Peter P. Wakker

Erasmus Universiteit Rotterdam, Rotterdam, South Holland, Netherlands

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Publications (161)203.59 Total impact

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    ABSTRACT: This paper introduces the Prince incentive system for measuring preferences. Prince clarifies consequences of decisions and incentive compatibility of experimental choice questions to subjects. It combines the efficiency and precision of matching with the improved clarity and validity of choice questions. It helps distinguish between (a) genuine deviations from classical economic theories (such as the endowment effect) and (b) preference anomalies due to fallible measurements (such as preference reversals). Prince avoids the opaqueness in Becker-DeGroot-Marschak and strategic behavior in adaptive experiments. It helps reducing violations of isolation in the random incentive system. Using Prince we shed new light on willingness to accept and the major components of decision making under uncertainty: utilities, subjective beliefs, and ambiguity attitudes.
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    Celia Sales · Peter Wakker · Paula Alves · Luís Faísca
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    ABSTRACT: This paper presents the metric-frequency calculator (MF Calculator), an online application to analyze similarity. The MF Calculator implements a metric-frequency similarity algorithm for the quantitative assessment of similarity in ill-structured data sets. It is widely applicable as it can be used with nominal, ordinal, or interval data when there is little prior control over the variables to be observed regarding number or content. The MF Calculator generates a proximity matrix in CSV, XML or DOC format that can be used as input to traditional statistical techniques such as hierarchical clustering, additive trees, or multidimensional scaling. The MF Calculator also displays a graphical representation of outputs using additive similarity trees. A simulated example illustrates the implementation of the MF calculator. An additional example with real data is presented, in order to illustrate the potential of combining the MF Calculator with cluster analysis. The MF Calculator is a user-friendly tool available free of charge. It can be accessed from http://mfcalculator.celiasales.org/Calculator.aspx, and it can be used by non-experts from a wide range of social sciences.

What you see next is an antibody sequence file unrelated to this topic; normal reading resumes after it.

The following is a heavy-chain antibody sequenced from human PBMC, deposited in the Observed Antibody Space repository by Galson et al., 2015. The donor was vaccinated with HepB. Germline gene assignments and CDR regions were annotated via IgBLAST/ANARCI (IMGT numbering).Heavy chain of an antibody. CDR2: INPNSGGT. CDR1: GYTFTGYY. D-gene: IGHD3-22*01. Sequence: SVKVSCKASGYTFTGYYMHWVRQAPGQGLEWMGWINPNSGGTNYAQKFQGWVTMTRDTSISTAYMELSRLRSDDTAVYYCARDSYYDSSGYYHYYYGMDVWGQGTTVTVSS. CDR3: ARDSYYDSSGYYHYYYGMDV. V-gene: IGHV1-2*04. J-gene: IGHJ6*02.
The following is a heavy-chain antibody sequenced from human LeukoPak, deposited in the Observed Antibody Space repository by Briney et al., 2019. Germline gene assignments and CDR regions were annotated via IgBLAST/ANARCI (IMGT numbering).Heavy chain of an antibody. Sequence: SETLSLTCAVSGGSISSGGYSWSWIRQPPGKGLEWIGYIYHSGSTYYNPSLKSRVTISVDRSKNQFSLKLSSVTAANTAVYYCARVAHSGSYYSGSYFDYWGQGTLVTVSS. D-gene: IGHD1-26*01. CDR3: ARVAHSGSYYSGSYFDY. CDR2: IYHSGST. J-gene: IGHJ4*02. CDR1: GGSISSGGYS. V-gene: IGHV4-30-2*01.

Journal of statistical software 05/2015; 65:Code Snippet 2. · 3.80 Impact Factor
  • Han Bleichrodt · Peter P. Wakker
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    ABSTRACT: In their famous 1982 paper in this Journal, Loomes and Sugden introduced regret theory. Now, more than 30 years later, the case for the historical importance of this contribution can be made.
    The Economic Journal 03/2015; 125(583). DOI:10.1111/ecoj.12200 · 1.95 Impact Factor
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    ABSTRACT: Uncertainty pervades most aspects of life. From selecting a new technology to choosing a career, decision makers rarely know in advance the exact outcomes of their decisions. Whereas the consequences of decisions in standard decision theory are explicitly described (the decision from description (DFD) paradigm), the consequences of decisions in the recent decision from experience (DFE) paradigm are learned from experience. In DFD, decision makers typically overrespond to rare events. That is, rare events have more impact on decisions than their objective probabilities warrant (overweighting). In DFE, decision makers typically exhibit the opposite pattern, underresponding to rare events. That is, rare events may have less impact on decisions than their objective probabilities warrant (underweighting). In extreme cases, rare events are completely neglected, a pattern known as the “Black Swan effect.” This contrast between DFD and DFE is known as a description–experience gap. In this paper, we discuss several tentative interpretations arising from our interdisciplinary examination of this gap. First, while a source of underweighting of rare events in DFE may be sampling error, we observe that a robust description–experience gap remains when these factors are not at play. Second, the residual description–experience gap is not only about experience per se but also about the way in which information concerning the probability distribution over the outcomes is learned in DFE. Econometric error theories may reveal that different assumed error structures in DFD and DFE also contribute to the gap.
    Marketing Letters 09/2014; 25(3):269-280. DOI:10.1007/s11002-014-9316-z · 1.06 Impact Factor
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    Amit Kothiyal · Vitalie Spinu · Peter P. Wakker
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    ABSTRACT: This paper provides necessary and sufficient preference conditions for average utility maximization over sequences of variable length. We obtain full generality by using a new algebraic technique that exploits the richness structure naturally provided by the variable length of the sequences. Thus we generalize many preceding results in the literature. For example, continuity in outcomes, a condition needed in other approaches, now is an option rather than a requirement. Applications to expected utility, decisions under ambiguity, welfare evaluations for variable population size, discounted utility, and quasilinear means in functional analysis are presented.